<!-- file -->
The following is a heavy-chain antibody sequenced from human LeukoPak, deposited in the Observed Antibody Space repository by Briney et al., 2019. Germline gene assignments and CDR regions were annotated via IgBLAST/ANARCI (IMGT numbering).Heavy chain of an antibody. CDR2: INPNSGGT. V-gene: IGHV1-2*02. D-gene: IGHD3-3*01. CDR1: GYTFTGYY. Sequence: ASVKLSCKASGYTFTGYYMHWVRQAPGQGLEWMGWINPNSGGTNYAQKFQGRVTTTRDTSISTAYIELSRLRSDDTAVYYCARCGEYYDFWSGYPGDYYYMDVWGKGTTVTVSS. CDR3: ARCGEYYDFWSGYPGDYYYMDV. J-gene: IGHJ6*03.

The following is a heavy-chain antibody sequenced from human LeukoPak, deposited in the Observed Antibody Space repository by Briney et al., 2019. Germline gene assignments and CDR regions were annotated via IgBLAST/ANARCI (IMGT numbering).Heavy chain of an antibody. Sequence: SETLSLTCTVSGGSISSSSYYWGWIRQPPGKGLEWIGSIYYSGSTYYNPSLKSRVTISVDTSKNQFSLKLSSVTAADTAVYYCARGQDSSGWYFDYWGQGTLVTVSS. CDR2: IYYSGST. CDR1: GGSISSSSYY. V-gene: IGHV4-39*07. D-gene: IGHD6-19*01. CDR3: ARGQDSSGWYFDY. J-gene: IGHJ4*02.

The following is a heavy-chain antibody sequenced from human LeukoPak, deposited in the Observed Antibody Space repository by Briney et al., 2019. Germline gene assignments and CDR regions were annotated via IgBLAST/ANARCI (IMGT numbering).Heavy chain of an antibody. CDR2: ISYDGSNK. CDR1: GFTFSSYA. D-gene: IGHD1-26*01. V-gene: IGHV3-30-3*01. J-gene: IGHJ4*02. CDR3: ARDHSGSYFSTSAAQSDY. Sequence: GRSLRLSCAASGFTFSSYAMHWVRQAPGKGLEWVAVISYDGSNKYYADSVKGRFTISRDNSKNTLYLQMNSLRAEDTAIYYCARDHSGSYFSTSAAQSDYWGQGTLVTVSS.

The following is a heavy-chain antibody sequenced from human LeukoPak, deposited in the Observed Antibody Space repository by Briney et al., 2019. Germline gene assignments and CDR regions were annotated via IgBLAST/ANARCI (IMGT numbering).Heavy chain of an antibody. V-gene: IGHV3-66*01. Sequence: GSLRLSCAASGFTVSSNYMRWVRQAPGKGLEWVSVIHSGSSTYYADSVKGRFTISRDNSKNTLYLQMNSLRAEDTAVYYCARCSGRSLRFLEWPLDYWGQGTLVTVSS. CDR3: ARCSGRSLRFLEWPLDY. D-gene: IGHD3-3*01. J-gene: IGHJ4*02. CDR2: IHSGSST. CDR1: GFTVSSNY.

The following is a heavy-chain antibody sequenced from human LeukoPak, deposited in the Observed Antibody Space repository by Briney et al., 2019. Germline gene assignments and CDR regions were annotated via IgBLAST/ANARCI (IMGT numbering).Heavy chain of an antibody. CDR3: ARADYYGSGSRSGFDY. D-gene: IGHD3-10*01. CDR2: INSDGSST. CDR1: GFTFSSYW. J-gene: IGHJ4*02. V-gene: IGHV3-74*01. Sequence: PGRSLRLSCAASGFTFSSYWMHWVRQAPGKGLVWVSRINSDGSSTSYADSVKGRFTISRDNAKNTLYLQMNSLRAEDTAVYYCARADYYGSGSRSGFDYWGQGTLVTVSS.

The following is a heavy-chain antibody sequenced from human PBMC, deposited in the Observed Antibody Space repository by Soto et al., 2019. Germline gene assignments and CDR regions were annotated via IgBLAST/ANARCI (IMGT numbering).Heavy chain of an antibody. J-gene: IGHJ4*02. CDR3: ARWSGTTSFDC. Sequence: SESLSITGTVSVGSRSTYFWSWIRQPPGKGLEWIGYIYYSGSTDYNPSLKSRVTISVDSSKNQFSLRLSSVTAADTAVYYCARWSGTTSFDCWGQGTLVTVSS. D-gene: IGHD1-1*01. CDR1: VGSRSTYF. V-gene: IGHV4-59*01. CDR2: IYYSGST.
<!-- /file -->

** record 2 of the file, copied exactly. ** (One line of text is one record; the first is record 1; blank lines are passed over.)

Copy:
The following is a heavy-chain antibody sequenced from human LeukoPak, deposited in the Observed Antibody Space repository by Briney et al., 2019. Germline gene assignments and CDR regions were annotated via IgBLAST/ANARCI (IMGT numbering).Heavy chain of an antibody. Sequence: SETLSLTCTVSGGSISSSSYYWGWIRQPPGKGLEWIGSIYYSGSTYYNPSLKSRVTISVDTSKNQFSLKLSSVTAADTAVYYCARGQDSSGWYFDYWGQGTLVTVSS. CDR2: IYYSGST. CDR1: GGSISSSSYY. V-gene: IGHV4-39*07. D-gene: IGHD6-19*01. CDR3: ARGQDSSGWYFDY. J-gene: IGHJ4*02.